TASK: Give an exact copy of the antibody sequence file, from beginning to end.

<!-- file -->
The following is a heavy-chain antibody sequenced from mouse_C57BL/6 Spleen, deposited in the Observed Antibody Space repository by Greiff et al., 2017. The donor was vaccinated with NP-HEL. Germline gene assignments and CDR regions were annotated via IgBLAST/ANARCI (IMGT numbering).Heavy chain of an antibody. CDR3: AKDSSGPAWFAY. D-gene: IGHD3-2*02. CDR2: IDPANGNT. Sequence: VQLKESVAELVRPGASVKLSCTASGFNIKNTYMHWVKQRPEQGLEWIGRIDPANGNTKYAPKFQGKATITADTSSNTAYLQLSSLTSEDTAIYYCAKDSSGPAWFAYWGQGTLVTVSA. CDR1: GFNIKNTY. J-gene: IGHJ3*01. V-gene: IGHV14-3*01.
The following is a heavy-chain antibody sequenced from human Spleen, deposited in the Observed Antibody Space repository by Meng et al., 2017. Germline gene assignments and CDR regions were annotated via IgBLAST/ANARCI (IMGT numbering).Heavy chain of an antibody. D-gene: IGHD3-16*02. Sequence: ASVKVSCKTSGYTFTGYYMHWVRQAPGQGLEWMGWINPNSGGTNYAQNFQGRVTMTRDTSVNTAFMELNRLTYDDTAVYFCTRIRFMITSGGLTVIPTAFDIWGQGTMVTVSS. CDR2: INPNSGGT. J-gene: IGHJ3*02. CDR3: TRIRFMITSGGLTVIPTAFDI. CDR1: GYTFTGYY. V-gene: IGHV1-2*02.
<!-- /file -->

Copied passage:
The following is a heavy-chain antibody sequenced from mouse_C57BL/6 Spleen, deposited in the Observed Antibody Space repository by Greiff et al., 2017. The donor was vaccinated with NP-HEL. Germline gene assignments and CDR regions were annotated via IgBLAST/ANARCI (IMGT numbering).Heavy chain of an antibody. CDR3: AKDSSGPAWFAY. D-gene: IGHD3-2*02. CDR2: IDPANGNT. Sequence: VQLKESVAELVRPGASVKLSCTASGFNIKNTYMHWVKQRPEQGLEWIGRIDPANGNTKYAPKFQGKATITADTSSNTAYLQLSSLTSEDTAIYYCAKDSSGPAWFAYWGQGTLVTVSA. CDR1: GFNIKNTY. J-gene: IGHJ3*01. V-gene: IGHV14-3*01.
The following is a heavy-chain antibody sequenced from human Spleen, deposited in the Observed Antibody Space repository by Meng et al., 2017. Germline gene assignments and CDR regions were annotated via IgBLAST/ANARCI (IMGT numbering).Heavy chain of an antibody. D-gene: IGHD3-16*02. Sequence: ASVKVSCKTSGYTFTGYYMHWVRQAPGQGLEWMGWINPNSGGTNYAQNFQGRVTMTRDTSVNTAFMELNRLTYDDTAVYFCTRIRFMITSGGLTVIPTAFDIWGQGTMVTVSS. CDR2: INPNSGGT. J-gene: IGHJ3*02. CDR3: TRIRFMITSGGLTVIPTAFDI. CDR1: GYTFTGYY. V-gene: IGHV1-2*02.